Thursday, October 25, 2012

NYPD | Does It Need an Inspector General?

The new wing of John Jay College, fronting on 11th Avenue, NYC. All photos by JT Marlin.
October 25, 2012 - Does the New York City Police Department need an Inspector-General?

That was the question before a panel at John Jay College this morning. The idea has been championed by the Brennan Center for Justice at the NYU School of Law.

It is a strong alliance. John Jay College has just gone through a large expansion in its capacity, and the Brennan Center is a fierce fighter for the underdogs of the American public - and more narrowly the NYC public.

I attended the meeting at the suggestion of the NJ Institute for Social Justice, which I serve as Chief Economist. These notes on the meeting are my personal impressions. Any opinions expressed here are my own and are not necessarily those of the NJISJ.

One can't be engaged in policy issues in the NYC area without running into both John Jay and the Brennan Center. When I was investigating the underground economy as Chief Economist for the NYC Comptroller's Office, the Brennan Center invited me to a meeting of their street vendors association. Vendors made a strenuous case to me that they try to stay within the boundaries of the law. However, they said, these boundaries often change in arbitrary ways. Police interpretation of the law changes and the vendors are not always notified.

Elected officials ordinarily support the Police Commissioner and NYPD because police officers put their lives on the line and the public and their representatives can never be too grateful for that. But we have seen too many videotapes of bad-apple officers engaged in provocation or excessive use of force to be complacent about the extent to which every individual NYPD officer observes all the rules. That is the context of the proposal for an IG.

The Proposal

The Brennan Center has put together an attractive, well-documented, 40-page report making this case:
- Counter-terrorism and intelligence operations create new concerns about civil liberties.
- Intelligence oversight has special problems because abuse of power can be hard to prove.
- Existing oversight of the NYPD is inadequate to meet current challenges.
- Court oversight doesn't address reporting and monitoring needs.
- The Inspector General idea has been tried in Washington with success.
- A Police Auditor concept has also been tried with success.
- The NYPD needs an IG or similar body.

Jeremy Travis, President, John Jay College, CUNY 

The meeting was opened by John Jay President Jeremy Travis, who is riding high as the 620,000 sf, 13-story new building is finally open for business, filling in the entire area between 10th and 11th Avenues. Faiza Patel, co-director of the Brennan Center Liberty and National Security Program, introduced the meeting along with Donna Lieberman of the NY Civil Liberties Union, and then the panel members spoke in turn.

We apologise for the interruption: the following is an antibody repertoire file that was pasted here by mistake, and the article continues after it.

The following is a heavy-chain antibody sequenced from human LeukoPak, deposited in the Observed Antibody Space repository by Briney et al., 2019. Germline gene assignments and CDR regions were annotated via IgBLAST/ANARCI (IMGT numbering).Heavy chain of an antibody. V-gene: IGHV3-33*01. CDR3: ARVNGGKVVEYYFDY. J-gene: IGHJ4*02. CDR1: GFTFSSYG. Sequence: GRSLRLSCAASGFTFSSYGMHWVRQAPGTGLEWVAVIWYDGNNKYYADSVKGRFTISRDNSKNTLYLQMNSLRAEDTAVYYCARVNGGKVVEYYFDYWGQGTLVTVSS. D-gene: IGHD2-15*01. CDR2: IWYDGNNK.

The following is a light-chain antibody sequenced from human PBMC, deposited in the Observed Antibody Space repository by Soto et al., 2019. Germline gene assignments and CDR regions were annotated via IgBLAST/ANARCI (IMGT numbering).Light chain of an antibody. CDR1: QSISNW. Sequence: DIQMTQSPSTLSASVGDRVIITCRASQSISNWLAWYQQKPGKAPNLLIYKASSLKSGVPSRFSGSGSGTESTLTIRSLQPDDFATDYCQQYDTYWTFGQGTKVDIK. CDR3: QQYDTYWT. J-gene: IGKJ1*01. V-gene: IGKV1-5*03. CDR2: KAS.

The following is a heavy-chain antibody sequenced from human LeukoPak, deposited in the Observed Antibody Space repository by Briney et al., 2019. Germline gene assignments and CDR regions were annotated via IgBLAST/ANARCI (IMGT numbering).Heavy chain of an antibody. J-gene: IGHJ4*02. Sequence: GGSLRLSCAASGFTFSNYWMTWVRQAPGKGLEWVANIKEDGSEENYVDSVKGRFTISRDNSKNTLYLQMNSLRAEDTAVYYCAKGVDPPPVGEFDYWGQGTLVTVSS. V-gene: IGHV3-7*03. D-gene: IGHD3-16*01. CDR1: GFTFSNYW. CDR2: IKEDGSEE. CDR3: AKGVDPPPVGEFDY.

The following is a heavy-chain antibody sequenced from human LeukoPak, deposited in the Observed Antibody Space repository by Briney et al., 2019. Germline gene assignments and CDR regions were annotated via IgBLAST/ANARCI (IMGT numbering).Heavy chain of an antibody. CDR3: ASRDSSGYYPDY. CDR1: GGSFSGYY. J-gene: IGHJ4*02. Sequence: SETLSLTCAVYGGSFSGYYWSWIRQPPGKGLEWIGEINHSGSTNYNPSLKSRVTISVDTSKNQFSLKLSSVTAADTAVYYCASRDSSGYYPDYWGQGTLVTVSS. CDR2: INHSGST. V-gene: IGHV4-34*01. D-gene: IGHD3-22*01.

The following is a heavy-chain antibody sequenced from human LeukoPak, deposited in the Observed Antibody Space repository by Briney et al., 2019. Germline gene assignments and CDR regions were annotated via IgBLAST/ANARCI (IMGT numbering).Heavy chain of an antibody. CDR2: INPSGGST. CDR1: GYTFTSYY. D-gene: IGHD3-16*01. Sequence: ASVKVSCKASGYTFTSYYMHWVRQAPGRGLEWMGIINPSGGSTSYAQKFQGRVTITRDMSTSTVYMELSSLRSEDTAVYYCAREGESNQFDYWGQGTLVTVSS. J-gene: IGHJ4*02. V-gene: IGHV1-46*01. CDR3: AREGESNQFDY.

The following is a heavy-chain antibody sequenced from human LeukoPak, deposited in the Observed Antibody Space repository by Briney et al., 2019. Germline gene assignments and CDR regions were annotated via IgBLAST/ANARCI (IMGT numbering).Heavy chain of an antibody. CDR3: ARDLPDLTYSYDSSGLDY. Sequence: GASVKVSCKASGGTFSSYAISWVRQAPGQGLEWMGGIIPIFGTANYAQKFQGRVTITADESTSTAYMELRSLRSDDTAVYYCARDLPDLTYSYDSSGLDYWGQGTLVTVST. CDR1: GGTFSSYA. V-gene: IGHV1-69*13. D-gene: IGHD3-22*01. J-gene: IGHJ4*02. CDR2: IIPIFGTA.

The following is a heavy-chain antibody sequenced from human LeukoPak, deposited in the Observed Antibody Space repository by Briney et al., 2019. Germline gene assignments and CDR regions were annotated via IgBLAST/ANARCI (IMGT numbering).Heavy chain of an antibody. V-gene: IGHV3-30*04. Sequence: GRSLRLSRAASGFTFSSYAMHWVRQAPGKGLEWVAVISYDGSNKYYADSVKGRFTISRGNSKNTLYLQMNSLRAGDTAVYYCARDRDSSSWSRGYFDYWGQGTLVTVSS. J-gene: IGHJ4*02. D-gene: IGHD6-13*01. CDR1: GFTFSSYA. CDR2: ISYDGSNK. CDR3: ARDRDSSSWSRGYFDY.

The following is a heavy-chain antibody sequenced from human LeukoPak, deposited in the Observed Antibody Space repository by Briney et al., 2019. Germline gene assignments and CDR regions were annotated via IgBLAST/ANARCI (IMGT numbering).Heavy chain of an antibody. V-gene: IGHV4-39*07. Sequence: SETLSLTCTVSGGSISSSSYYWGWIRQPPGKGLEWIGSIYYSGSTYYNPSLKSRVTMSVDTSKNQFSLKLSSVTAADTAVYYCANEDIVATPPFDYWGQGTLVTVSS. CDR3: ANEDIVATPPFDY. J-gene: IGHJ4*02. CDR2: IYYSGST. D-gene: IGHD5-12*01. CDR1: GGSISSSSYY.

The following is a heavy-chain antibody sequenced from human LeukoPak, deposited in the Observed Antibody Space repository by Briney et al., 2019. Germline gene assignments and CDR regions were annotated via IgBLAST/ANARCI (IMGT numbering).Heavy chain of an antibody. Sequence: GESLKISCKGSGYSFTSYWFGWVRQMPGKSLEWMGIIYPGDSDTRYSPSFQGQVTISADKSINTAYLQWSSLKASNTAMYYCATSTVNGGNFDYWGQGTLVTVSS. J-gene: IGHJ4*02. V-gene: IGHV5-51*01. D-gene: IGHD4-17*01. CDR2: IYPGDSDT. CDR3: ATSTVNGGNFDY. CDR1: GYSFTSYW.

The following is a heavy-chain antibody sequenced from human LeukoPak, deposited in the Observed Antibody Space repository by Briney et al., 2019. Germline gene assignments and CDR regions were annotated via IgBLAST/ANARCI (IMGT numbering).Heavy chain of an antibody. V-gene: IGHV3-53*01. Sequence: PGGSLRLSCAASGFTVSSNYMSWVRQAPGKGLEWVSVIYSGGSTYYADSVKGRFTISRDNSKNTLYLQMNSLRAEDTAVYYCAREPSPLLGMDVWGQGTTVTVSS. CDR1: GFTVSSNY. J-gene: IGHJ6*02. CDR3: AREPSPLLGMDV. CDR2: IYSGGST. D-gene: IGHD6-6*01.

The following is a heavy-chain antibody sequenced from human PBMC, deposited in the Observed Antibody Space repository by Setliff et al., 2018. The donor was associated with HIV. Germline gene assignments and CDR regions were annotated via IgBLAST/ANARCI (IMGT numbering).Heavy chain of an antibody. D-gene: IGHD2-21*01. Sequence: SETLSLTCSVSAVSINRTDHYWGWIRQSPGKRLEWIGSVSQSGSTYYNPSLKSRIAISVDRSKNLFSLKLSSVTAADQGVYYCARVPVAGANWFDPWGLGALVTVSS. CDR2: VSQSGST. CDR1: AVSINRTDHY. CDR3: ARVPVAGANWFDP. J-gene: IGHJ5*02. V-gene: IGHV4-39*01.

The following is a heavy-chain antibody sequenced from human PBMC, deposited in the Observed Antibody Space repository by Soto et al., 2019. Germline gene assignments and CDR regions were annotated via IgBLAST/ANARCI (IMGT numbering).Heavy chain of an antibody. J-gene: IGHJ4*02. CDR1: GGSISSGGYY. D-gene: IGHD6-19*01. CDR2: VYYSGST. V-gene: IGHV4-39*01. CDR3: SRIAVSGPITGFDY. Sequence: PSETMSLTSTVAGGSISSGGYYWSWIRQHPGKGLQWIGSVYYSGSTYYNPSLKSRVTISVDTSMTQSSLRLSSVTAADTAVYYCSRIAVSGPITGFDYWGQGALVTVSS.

F. Warren ("Ned") Benton moderated the panel; he directs the MPA-IG track at John Jay, the only MPA program that is expressly devoted to inspection and oversight and the role of the IG. During the Q&A he emphasized the availability of standards from the association of IGs - how to do audits and reports and peer reviews.

L to R: Prof. Patrick O'Hara, Prof. Eugene O'Donnell, Ms. Faiza Patel, Prof.
Warren ("Ned") Benton, Ms. Donna Lieberman. 
Faiza Patel, Co-Director, Brennan Center

A graduate of Harvard College and NYU Law School, Ms. Patel says she is not anti-police - the NYPD is a "great department".

Rather, she is concerned about giving the NYPD a  "blank check". The stop, question and frisk program, aka "Stop and Frisk", has increased the number of random stops 600 percent.

The NYPD keeps emphasizing the importance of trust between the community and the police, but "Stop and Frisk" has frayed the community's trust. What an IG for the NYPD would do is bring in sunlight - transparency and accountability - to departmental systems. She emphasizes, as she did (with Elizabeth Goitein) in a New York Times Op-Ed on January 30, that her interest is not so much individual cases, but systematic inadequacies in procedures for training and operations.

Professor Patrick O'Hara, John Jay

Professor O'Hara led the development of the John Jay IG program. His writing addresses the dysfunctions in a police department that can generate problems and lack of accountability. In his comments he shows how existing NYPD oversight bodies - Internal Affairs and the Commission to Combat Police Corruption and the Civilian Complaint Review Board - had a role to play in processing individual complaints and cases but they did not address systemic NYPD problems. They and the Department of Investigation don't have the "structural positioning" that is needed to deal with systemic problems.